no other cause but to trie the Dukes minde whether hee stood constant and resolute But the crimes of the other he wittily extenuated and by no meanes he could be induced to tell the names of the Noblemen that promised to helpe the Duke to surprize the Queene But he confessed that he by the commandement of the Queene of Scotland did aske aduice of the Duke Arundell Lumley and Throgmorton by their seruants that came to and fro and the Vicount Mountague by Lumley about the deliuerie of the Castles in Scotland the hostages the deliuerie of the King of Scotland vnto the English men and the restoring of the English Rebels Thus much of these matters this yeere out of the Dukes confessions and the Commentarie of Rosse himselfe written with his owne hand sent to the Queene of Scotland Matthew Earle of Lennox Regent of Scotland Grandfather to the King had summoned an assembly of the Estates at Sterling in the Kings name where liuing securely he was taken on the sudden by the Noblemen of the contrarie faction who held a Parlament at Edenburgh at the same time in the Queenes name He had yeelded himselfe to Dauid Spense of Wormeston who labouring diligently to saue his life was slaine together with the Regent who had gouerned the Realme for the King his Grandchild but foureteene moneths by Bell and Caulder In his place was substituted by the voices of the Kings faction Iohn Areskin Earle of Marre who died after hee had beene Regent but thirteene moneths These dangerous times produced in the Parlament holden in England this Law It was made treason if any attempted any harme or hurt made warre or moued any other to raise warre against the Queene If any affirmed that she possessed not the Crowne rightfully but that others had more right to the Crowne or did say that shee was an Heretike Schismatike or Infidell did vsurpe the right of the Kingdome during her life or shall say that any other hath right to the Crowne or that the Lawes and Statutes cannot define and binde the right of the Crowne and the succession of the same If any in the Queenes life by written or printed booke expresly affirme that any is or ought to be heire or successor of the Queene besides the naturall issue of her owne body or shall print or sell any bookes or schedules to that effect hee and his fautors for the first time shall be imprisoned a whole yeere and lose halfe his goods and for the second offence incurre Premunire that is to lose all his goods and lie in prison for euer This seemed somewhat seuere vnto many who were of opinion that the tranquillitie of the Realme would bee established by the designation of a certaine heire But it is wonderfull what iests somelewd construers of words made of that clause Besides the naturall issue of her body since the Lawyers call them Naturall that are borne out of matrimonie but the legitimate they call out of the forme of words vsed in the Law of England Children of his body lawfully begotten insomuch that being a young man I heard it often said that that word was thrust into the Act by Leicester to the intent that hee might at one time or other thrust vpon them against their wills some Bastard sonne of his as the naturall issue of the Queene An Act was made also at this Parlament that it should bee treason in them who reconciled any to the Church of Rome by any Bulls or Rescripts of the Popes or any that were reconciled they that releeued the reconcilers or brought in any Agnus Dei Grana Crucifixes or other things consecrated by the Pope into England should incurre the penaltie of Premunire And that it should bee misprision of treason in them that did not discouer their reconcilers It was moued in the same Parlament that if the Queene of Scotland did offend againe against the Lawes of England that they might proceed against her according to the Law as against the wife of a Peere of the Kingdome of England but the Queene would not suffer it to passe Anno 1572. ON the sixteenth day of Ianuarie Thomas Howard Duke of Norfolke was arraigned at Westminster Hall before George Talbot Earle of Shrewsburie appointed for that day Lord high Steward of England and on both sides of him sate the Peeres namely Reynold Grey Earle of Kent Thomas Ratclif Earle of Sussex Henry Hastings Earle of Huntingdon Francis Russell Earle of Bedford Henry Herbert Earle of Pembrooke Edward Seymer Earle of Hertford Ambrose Dudley Earle of Warwicke Robert Dudley Earle of Leicester Walter Deuereux Viscount Hereford Edward Clintōn Admirall William Lord Howard of Effingham Chamberlaine William Cecill Lord Burghley Secretarie Arthur Lord Grey of Wilton Iames Blount Lord Mountioy William Lord Sands Thomas Lord Wentworth William Lord Burrough Lewis Lord Mordant Iohn Powlet Lord Saint-Iohn of Basing Robert Lord Rich Roger Lord North Edmund Bruges Lord Chandois Oliuer Lord Saint-Iohn of Bletneshoo Thomas Sackuill Lord Buckhurst and William West Lord De La-ware Silence being made the Letters Patents of the Commission was read then a white wand was deliuered vnto the Lord Steward by Garter King at Armes which hee shortly after deliuered vnto the Serieant at Armes who stood by and held it vp all the while Then the Earles and Barons were called by their names and euery one made answer to his name Then silence was made againe and the Lieutenant of the Tower was commanded to returne his precept and to bring the Duke to the Barre Forthwith he was brought in and Sir Owen Hopton stood on the one side of him and Sir Peter Carew on the other side and next by him stood a man holding an Axe with the edge from the Duke Silence being made againe the Clerke of the Crowne said thus to the Duke Thomas Duke of Norfolke late of Keningale in the Countie of Norfolke hold vp thy hand which when hee had done the Clerke read the Inditement with a loud voice that is to say That in the eleuenth yeere of Queene ELIZABETH and after the Duke did traiterously deuise to put her from her Crowne and to kill her and to raise warre against her and to bring in forraine forces to inuade the Realme That whereas he knew MARIE late Queene of Scotland to haue claimed the Diadem of England with the title and armes thereof yet hee without the Queenes knowledge intended to marrie with her and lent her a great summe of money contrarie to the promise he had made vnder his owne hand That whereas he knew the Earles of Northumberland and Westmerland Markenfield and others had raised rebellion against the Queene and were fled into Scotland he releeued them with money That in the thirteenth yeere of the Queene hee by letters requested aid of men from Pope Pius Quintus the professed enemie of the Queene the King of Spaine and the Duke of Alba to deliuer the Queene of Scotland and to restore Papistrie into England
by the superfluous priuilege of a Royall Estate which can be now of no vse make your appearance for a triall shew your innocency lest by searching of euasions you draw vpon your selfe suspicion and purchase a perpetuall blemish of your reputation I doe not refuse said she to answer in a full Parlament before the Estates of the kingdome lawfully called so that I may be declared next in succession Yea and before the Queene and her Counsellors so that my protestation may be admitted and I may bee acknowledged the next kinswoman of the Queene In plaine termes I will not submit my selfe vnto the iudgement of mine aduersaries by whom I know all the defence I can make of mine innocency will not be allowed and receiued The Chancellor asked her if she would answer if her protestation were admitted She answered I will neuer submit me to the new law m●ntioned in the letters Patents Hereupon the Treasurer 〈…〉 Yet we will proceed to morrow though you be absent and continue obstinate in the cause She said Search and examine your consciences haue regard to your honour God will requite you and your heires for your iudgement vpon me On the next day being the fourteenth day of October she sent for some of the Commissioners and requested that the protestation might bee admitted and allowed The Treasurer asked her whether shee would come to triall if the protostation were onely receiued and put into writing without allowance At length she condescended yet with an euill will lest shee as she said might seeme to derogate from her predecessors or successors but that shee was much desirous to cleare the crime obiected being perswaded by the reasons of Hatton which she had better thought on Forthwith met and assembled in the Chamber of presence the Commissioners that were present There was a chaire of Estate set vnder a Canopy in the vpper part of the Chamber for the Queene of England Against it lower and further off neere vnto the railes a Chaire for the Queene of Scotland hard to the walls on both sides benches or formes on the which on the one side sate the Chancellor of England the Treasurer of England the Earles of Oxford Kent Darby Worcester Rutland Cumberland Warwicke Penbroke Lincolne and Vicount Mountacute On the other side the Lords Aburgeuenny Zouch Morley Stafford Grey Lumley Sturton Sandes Wentworth Mordant Saint Iohn of Bletso Compton and Cheiney Next to them sate the Knights of the Priuy Counsell as Iames Croft Christopher Hatton Francis Walsingham Ralph Sadleir Walter Mildmay and Amias Powlet Forward before the Earles sate the two chiefe Iustices and the chiefe Baron of the Exchequer on the other side two Barons and other Iustices Dale and Ford Doctors of the Ciuill law at a little table in the middle sate Popham the Queenes Atturny Egerton the Sollicitor Gaudie the Queenes Serieant at law the Clarke of the Crowne and two Clarkes When she was come and had set her selfe in her seat silence being made Bromly the Chancellor turning to her made a short speech to this purpose The most high and mighty Queene of England being certified to her great griefe and anguish of minde that you haue plotted both the destruction of her and of England and also of Religion according to the duty due vnto God her selfe and people in the which lest she should faile and out of no malice of minde hath appointed these Commissioners who may heare what things are obiected against you and how you can cleare your selfe from the crimes laid against you and shew your innocency She arising vp said that she came into England to seeke and request aid which was promised her neuerthelesse that shee was deteined in prison euer since that time Shee protested that she was not subiect to the Queene but was a free and absolute Queene neither was to be forced or compelled to be brought in or tried before the Commissioners or any other Iudge for any cause whatsoeuer but only God alone the Soueraigne Iudge of all lest that she should doe wrong and iniury vnto her owne Royall Maiesty her Sonne the King of Scotland her Successors or any other absolute Princes But now she was there in person to refell the crimes obiected against her And she requested her friends or seruants to witnesse these things The Chancellor not acknowledging that helpe was promised answered That this protestation was to no purpose for that whosoeuer of whatsoeuer ranke or estate he were in England did offend against the lawes of England may be made subiect to the same and may be examined and iudged by the late new law And that therefore that protestation made to the preiudice of the lawes and of the Queene of England was not to be admitted Yet the Commissioners commanded as well her protestation as the answer of the Chancellor to be recorded Then the letters Patents which as I haue often said were founded vpon the Act of Parlament being read aloud she with a great courage made a protestation against that Act as made directly and purposely against her and in this matter put it to their conscience And when the Treasurer answered that euery man in this Realme was bound to the obseruation of the lawes though neuer so lately made and that shee might not speake in disgrace of the lawes and that the Commissioners would iudge by vertue of that law whatsoeuer protestations or appellations she made At length she said shee was ready and prepared to answer of any act whatsoeuer done against the Queene of England Then Gawdy expounded and made plaine the Act in euery point and affirmed that shee had offended against the same and then he made an Historicall Narration of Babingtons conspiracy and concluded that she knew of it allowed it promised helpe and shewed the waies and the meanes She with an vndanted courage answered that she knew not Babington neuer receiued letters from him nor neuer wrote vnto him neuer plotted the destruction of the Queene And that to proue it effectually the subscription vnder her owne hand was to be produced She neuer heard so much as any man speake it that she knew not Ballard neuer maintained him but that shee had heard that the Catholikes were much agrieued with many things and that she certified the Queene therewith in her letters and had earnestly desired her to haue pitty of them And that many vtterly to her vnknowne had offered their seruice vnto her yet that she neuer moued any to any wickednesse and that she being shut vp in prison could neither know nor hinder the things which they attempted Vpon this out of the confession of Babington shee was vrged that there passed an entercourse of letters betweene her and Babington She acknowledged that she had speech with many by letters neuerthelesse it could not be gathered thereby that shee knew of all their naughty practises She requested that a subscription with her owne hand might be produced and she asked who could haue harme by it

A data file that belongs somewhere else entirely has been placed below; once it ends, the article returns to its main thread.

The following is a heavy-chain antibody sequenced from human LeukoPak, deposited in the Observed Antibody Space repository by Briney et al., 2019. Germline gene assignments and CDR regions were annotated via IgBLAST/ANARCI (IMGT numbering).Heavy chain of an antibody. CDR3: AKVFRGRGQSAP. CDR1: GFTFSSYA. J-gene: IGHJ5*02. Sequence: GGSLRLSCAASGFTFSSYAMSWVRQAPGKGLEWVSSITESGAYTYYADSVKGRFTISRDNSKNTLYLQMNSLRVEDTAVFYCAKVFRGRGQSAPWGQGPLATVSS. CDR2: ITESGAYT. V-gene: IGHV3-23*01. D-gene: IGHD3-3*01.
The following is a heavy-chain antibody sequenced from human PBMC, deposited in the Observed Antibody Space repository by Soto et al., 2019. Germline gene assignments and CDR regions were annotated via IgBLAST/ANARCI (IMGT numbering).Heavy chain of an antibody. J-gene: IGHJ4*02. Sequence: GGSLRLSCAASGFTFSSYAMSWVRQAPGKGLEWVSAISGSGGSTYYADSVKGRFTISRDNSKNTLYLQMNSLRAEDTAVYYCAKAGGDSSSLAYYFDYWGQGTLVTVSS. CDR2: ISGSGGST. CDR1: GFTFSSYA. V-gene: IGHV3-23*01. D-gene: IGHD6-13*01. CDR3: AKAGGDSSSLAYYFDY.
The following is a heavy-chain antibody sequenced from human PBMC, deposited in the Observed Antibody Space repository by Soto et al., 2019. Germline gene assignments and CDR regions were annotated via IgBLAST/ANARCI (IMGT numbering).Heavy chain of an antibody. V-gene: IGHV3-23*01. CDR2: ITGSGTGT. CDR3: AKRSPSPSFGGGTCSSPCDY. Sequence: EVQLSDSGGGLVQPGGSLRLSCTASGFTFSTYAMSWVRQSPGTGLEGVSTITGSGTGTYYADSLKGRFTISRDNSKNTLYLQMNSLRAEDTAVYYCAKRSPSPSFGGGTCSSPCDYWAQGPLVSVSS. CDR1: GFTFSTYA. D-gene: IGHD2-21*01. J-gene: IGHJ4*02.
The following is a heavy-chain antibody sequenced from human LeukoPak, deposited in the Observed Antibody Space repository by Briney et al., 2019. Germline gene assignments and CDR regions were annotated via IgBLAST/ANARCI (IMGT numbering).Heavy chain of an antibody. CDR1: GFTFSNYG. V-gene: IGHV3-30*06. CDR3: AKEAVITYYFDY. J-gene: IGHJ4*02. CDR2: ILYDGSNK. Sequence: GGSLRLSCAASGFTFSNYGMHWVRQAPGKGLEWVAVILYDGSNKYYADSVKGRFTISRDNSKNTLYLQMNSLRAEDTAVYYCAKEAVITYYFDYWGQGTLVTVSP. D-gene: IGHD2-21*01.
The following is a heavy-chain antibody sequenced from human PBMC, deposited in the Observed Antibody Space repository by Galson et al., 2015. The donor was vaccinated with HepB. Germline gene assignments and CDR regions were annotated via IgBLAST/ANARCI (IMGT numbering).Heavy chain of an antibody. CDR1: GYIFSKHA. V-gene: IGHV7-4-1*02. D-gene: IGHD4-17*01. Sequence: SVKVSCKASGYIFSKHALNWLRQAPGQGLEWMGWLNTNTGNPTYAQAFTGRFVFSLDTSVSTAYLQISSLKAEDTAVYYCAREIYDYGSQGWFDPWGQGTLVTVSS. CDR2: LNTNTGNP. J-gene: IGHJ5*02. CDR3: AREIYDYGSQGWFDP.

was cut off at two blowes The Deane saying aloud So let the enemies of Queene ELIZABETH perish the Earle of Kent saying the same and the multititude sighing and grieuing thereat Her bodie was embawmed and was after buried like a Prince in the Cathedrall Church of Peterburgh And her funerals were kept most magnificently at Paris at the charges of the Guises who performed all the best offices of kindred for their Cousin both aliue and dead to their great commendation In this lamentable manner ended her life MARIE Queene of Scotland the great grand-daughter of Henry the seuenth by his eldest daughter in the XLVI yeere of her age and the XVIII yeere of her captiuitie A woman most constant in her Religion adorned with a wonderfull pietie toward God wisdome aboue her sex and was also very faire and beautifull And is to be accounted one of those Princes whose felicitie was changed into aduersitie In her infancie shee was with strife desired for wife by King Henry the eighth of England for his sonne Edward and by Henry the second King of France for Francis the Dolphin At the age of fiue yeeres she was carried into France and at the age of fifteene yeeres married vnto the Dolphin Shee flourished and was Queene of France one yeere and foure moneths Her husband being dead she returned into Scotland and was maried againe vnto Henry Stuart Lord Darley and had by him IAMES the first Monarch of Great Britaine Tossed and turmoiled by Murrey her bastard brother and other her vngrate and ambitious subiects deposed from her Kingdome and driuen to flie into England and circumuented and entrapped as men speaking indifferently thinke by sundry English-men carefull of the conseruation of their Religion and of the safetie of Queene ELIZABETH and thrust forward by others desiring much to restore the Roman Religion and oppressed by the testimonies of her Secretaries who were absent and as it seemed corrupted with rewards Neere to the graue an Epitaph in the Latine tongue was affixed and forthwith taken away MARIA SCOTORVM REGINA REGIS FILIA REGIS GALLORVM VIDVA REGINAE ANGLIAE AGNATA ET HAERES PROXIMA VIRTVTIBVS REGIIS ET ANIMO REGIO ORNATA IVRE REGIO FRVSTRA SAEPIVS IMPLORATO BARBARA ET TYRANNICA CRVDELITATE ORNAMENTVM NOSTRI SECVLI ET LVMEN VERE REGIVM EXTINGVITVR EODEMQVE NEFARIO IVDICIO ET MARIA SCOTORVM REGINA MORTE NATVRALI ET OMNES SVPERSTITES REGES PLEBEII FACTI MORTE GIVILI MVLCTANTVR NOVVM ET INAVDITVM TVMVLI GENVS IN QVO CVM VIVIS MORTVI INCLVDVNTVR HIC EXTAT CVM SACRIS ENIM DIVAE MARIAE CINERIBVS OMNIVM REGVM ATQVE PRINCIPVM VIOLATAM ATQVE PROSTRATAM MAIESTATEM HIC IACERE SCITO ET QVIA TACITVM REGALE SATIS SVPERQVE REGES SVI OFFICII MONET PLVRA NON ADDO VIATOR Which may be Englished thus MARY Queene of Scotland daughter of a King widow of the King of France kinswoman and next heire to the Queene of England adorned with Royall Vertues and a princely spirit hauing often but in vaine implored the right of a Prince the ornament of our age and the true princely light is extinguished by a barbarous and tyrannical crueltie And by the same wicked iudgement both MARY Queen of Scotland is punished with a naturall death and all Kings liuing are made common persons and punished and made liable vnto a ciuill death A strange and vnheard kinde of grant is here extant in which the liuing are included with the dead for with the ashes of this blessed MARY know thou that the Maiestie of all Kings and Princes lye here depressed and violated and because the Regall secret doth sufficiently admonish Kings of their dutie O Traueller I say no more Out of this lamentable fortune of so great a Prince the disposition of the diuine prouidence most euidently appeared as some wise men haue obserued For those things which the Queenes ELIZABETH and MARY chiefly wished and studied to procure by this meanes came to passe Queene MARY which also shee said at her death desired nothing more earnestly than that the diuided Kingdomes of England and Scotland might be vnited in the person of her deare sonne And the other wished for nothing more than that the Religion by her established in England might be kept and conserued with the safetie and securitie of the people And that almightie God did heare their praiers England to her vnexpected felicitie doth now see and with great ioy acknowledge As soone as word was brought to Queene ELIZABETH that the Queene of Scotland was put to death shee not thinking thereof she heard it with great indignation shee looked heauily and could not speake a word and readie to swound for sorrow in so much that she put on mourning apparell and grieued exceedingly and lamented very much Shee caused her Counsellors being reproued and forbidden her presence to be examined and commanded Dauison to be brought into the Star-Chamber And as soone as her dolour would permit her she in great haste wrote this letter following vnto the King of Scotland with her owne hand and sent it by Mr. Robert Cary one of the Lord of Hunsdons sonnes Deare brother I would to God you did know but not feele with what incomparable griefe my minde is tormented and vexed by reason of the lamentable euent which hath befallen contrary to my minde and will which you shall vnderstand fully by my Cousin for as much as I cannot abide and endure to set it downe by writing I beseech you that as God and many others can beare witnesse vnto my innocencie in this matter so I desire you to beleeue that if I had commanded it I would neuer haue denied the same I am not of that base minde that for any terrour I should feare to doe that which is iust or to deny it being done I doe not so degenerate from my Ancestors nor am I of such an ignoble minde But as it is not the part of a Prince to couer and cloake the sense of his minde with words so will I neuer dissemble nor glose mine actions but I will performe that they shall come to light and appeare to the world in their colours I would haue you be assuredly perswaded that as I know that this was done vpon desert so if I had imagined it I would not haue put it ouer vpon any other neither yet wil I impute that to my selfe which I did not so much as thinke He who shall deliuer you these Letters shall acquaint and impart other things vnto you As for me I would haue you to beleeue that there is none other who loueth you better and beareth better affection to you or that will haue a more friendly care of you and your affaires If any one suggesteth or putteth other things into your head I would haue you to think that he beareth more good will and affection to others than to you God Almightie keepe you in health and preserue you alwaies In the meane time that Mr. Cary